Calvanchi Di Vaiano IGP Lazio 2015 made from 100% Chardonnay. Guillaume said this wine and the Falesia come from the same vineyard. The difference is in how they are vinified. Fermentation is in temperature controlled stainless steel tanks. The wine does undergo malolatic fermentation. The wine is aged for 8 months in stainless steel tanks and 3 months in bottle before release. This is an elegant, full-bodied wine with aromas and flavors of citrus fruit and a hint of apricot and good minerality. I asked Guillaume how he was able to make a wine with so much body and flavor without oak and malolactic fermentation. He said the wine was on the lees for a long period of time and this is what gives the wine its character. This is an excellent food friendly wine. 

Falesia IGP Lazio 2016 made from 100% Chardonnay. This wine is fermented in French barriques and undergoes malolactic fermentation. It spends a long time on the lees. Then the wine is aged for 10 months in new and used barriques and five months in barrel before release. This is an intense and complex wine with hints of ripe fruit and touches of honey, butter and almonds.

With the two Chardonnays we had organic farro salad with poached fresh tuna, sautéed artichokes and baby kale.

Notturo dei Calanchi” 2012 PGI Umbria 100% Pinot Noir from a two hectare vineyard at 550 meters. Cold maceration lasts for 5 days. The wine is aged for 10 months in French barriques, 30% new and 70% used and another 10 months in bottle before release. This is an elegant fruit forward wine with hints of red fruit, a touch of cherry, and violets. I was very impressed by this wine. Guillaume mentioned that the winery overlooks the Calanchi Valley.

Pasta “Genovese” Paccheri tossed with a sauce of pork ribs, white wine and sweet onions

“Atlante” Cabernet Franc 2012 PGI Umbria made from 100% Cabernet Franc. The vineyard has a southern exposure and the grapes are hand harvested in October. Fermentation is in temperature controlled stainless steel tanks for 20 days. The wine is aged in French barriques for 10 months 70% new and 30 % used and 10 more months in bottle before release. This is an intense complex wine with hints of black fruit, cinnamon and spice. It has a very long finish.

It was a perfect combination with the pan-seared veal loin scented with fresh thyme, served with fingerling potatoes and porcini mushrooms.

For pictures of the estate and the library(cellar) visit their web-site



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Making Pasta at Grano and Farina in Rome

by Michele Scicolone

“No machines allowed here!” announces the website description of the Northern Italian Pasta class at Grano & Farina cooking school in Rome. Julia Griner, who co-owns the school with her husband Pino Ficara, a chef, teaches how to make egg-based pasta using a more than yard long rolling pin like a traditional sfoglina, pasta maker, from the Emilia Romagna region of Italy.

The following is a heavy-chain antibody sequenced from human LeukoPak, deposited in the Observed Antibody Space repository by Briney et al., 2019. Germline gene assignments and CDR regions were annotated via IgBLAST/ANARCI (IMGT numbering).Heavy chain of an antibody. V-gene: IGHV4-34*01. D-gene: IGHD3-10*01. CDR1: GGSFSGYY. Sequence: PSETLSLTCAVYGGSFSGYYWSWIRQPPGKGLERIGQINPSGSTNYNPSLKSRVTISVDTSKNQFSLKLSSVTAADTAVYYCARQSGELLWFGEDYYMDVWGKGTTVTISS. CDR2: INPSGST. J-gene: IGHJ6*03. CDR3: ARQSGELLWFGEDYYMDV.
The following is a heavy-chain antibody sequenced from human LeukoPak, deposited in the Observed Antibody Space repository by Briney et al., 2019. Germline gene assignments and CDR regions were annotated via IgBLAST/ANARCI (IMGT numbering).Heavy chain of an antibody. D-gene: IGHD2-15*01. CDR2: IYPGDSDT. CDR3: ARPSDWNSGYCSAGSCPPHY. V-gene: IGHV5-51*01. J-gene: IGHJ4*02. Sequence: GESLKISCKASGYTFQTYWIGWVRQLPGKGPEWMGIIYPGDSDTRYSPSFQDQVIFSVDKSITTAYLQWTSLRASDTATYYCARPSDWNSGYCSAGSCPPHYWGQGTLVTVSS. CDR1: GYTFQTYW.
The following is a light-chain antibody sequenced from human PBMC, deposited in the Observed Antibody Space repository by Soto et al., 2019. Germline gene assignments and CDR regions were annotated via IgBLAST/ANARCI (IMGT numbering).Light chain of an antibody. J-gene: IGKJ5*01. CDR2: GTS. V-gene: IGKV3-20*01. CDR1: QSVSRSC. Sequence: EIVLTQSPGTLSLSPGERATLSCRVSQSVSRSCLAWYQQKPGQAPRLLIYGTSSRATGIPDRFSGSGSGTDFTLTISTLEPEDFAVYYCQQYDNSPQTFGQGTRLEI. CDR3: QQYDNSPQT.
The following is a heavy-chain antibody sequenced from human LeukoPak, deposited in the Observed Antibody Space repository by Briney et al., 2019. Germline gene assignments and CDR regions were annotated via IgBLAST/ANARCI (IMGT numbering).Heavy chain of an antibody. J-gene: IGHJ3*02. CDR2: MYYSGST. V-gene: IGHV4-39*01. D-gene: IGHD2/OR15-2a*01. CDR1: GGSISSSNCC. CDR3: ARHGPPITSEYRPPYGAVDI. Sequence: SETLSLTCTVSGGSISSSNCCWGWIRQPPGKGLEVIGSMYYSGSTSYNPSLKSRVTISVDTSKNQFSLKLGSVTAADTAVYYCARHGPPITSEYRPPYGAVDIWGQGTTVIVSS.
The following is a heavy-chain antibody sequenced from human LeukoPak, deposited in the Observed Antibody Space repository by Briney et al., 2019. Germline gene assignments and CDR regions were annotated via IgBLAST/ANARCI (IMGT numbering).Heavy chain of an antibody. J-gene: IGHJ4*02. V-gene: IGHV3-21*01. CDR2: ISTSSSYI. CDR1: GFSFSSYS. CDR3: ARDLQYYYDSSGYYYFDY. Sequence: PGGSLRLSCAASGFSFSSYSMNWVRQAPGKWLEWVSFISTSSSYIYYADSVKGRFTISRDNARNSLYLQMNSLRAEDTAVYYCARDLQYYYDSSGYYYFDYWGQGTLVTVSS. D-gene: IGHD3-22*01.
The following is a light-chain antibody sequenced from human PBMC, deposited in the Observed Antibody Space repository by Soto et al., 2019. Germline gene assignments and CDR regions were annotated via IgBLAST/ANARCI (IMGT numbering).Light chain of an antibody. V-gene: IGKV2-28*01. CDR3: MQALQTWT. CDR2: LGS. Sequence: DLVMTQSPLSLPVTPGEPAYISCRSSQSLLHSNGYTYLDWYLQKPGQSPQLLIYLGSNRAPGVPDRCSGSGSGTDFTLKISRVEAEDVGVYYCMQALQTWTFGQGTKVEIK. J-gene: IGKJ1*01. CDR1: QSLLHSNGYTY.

Since we were on our way to Rome, a friend of ours introduced us to the couple via email, and we met at one of our favorite Roman wine bars. Julia and Pino told us that they had recently opened their school in the Trastevere neighborhood and invited us to attend a class. Charles couldn’t make it, but I was delighted to go. Though I often make homemade pasta, I generally use a pasta rolling machine. This was my chance to learn the art of hand-rolled pasta from a pro.

Pasta Boards and Rolling Pins at Grano & Farina

Julia began the class by describing what we would learn. There were two other students and we would each make our own batch of pasta and roll it into 3 different shapes: fettuccine, pappardelle and garganelli, which look like penne with ridges. Julia spoke about the tools we needed including that 110 cm rolling pin, a large wooden board, and a small gnocchi board with a dowel for rolling garganelli.

Julia told us that the rolling pins and pasta boards we were using had been custom made. The pins were made of beech wood which tends not to warp and will roll out the pasta evenly. Not exactly the old broom handle grandma might have stored behind the kitchen door! The boards, which are used only for pasta, are made of poplar or linden woods which are soft and porous. This helps the pasta develop the right texture.

Roman Artichokes

After kneading, our pasta dough needed resting and we set it aside wrapped in plastic to relax. Then Pino took over. In the cooking area, we began working on the sauces for the pasta. Garganelli with Artichoke Sauce used the beautiful long stemmed Roman artichokes that are in season right now, and the Fettuccine Carbonara, made with eggs, guanciale and grated pecorino or Parmigiano Reggiano is an icon of Roman cooking. We trimmed the artichokes and stewed them with white wine, lemon, and garlic. For the carbonara, we trimmed the guanciale, cured pork cheek, and prepared the eggs and cheeses.

While the artichokes simmered, we returned to our pasta boards and Julia demonstrated the rolling technique. We learned how to maneuver the rolling pin to stretch and press the dough out by moving our hands along the pin as we rolled and rotated the dough. The goal was to keep the pasta round, silky smooth, even and in one piece. With lots of coaching and guidance from Julia, we all managed to achieve thin and mostly round sheets of pasta.

Julia Griner, la sfoglina


We cut the fettuccine with a knife and Julia showed us her technique for shaping it into “nests” to dry. Then we cut out squares of pasta that we rolled on the gnocchi boards for the garganelli.

Making garganelli on a gnocchi board


The sauces were quickly finished, and the pasta cooked in minutes. We all sat down to a 2-pasta lunch with wine.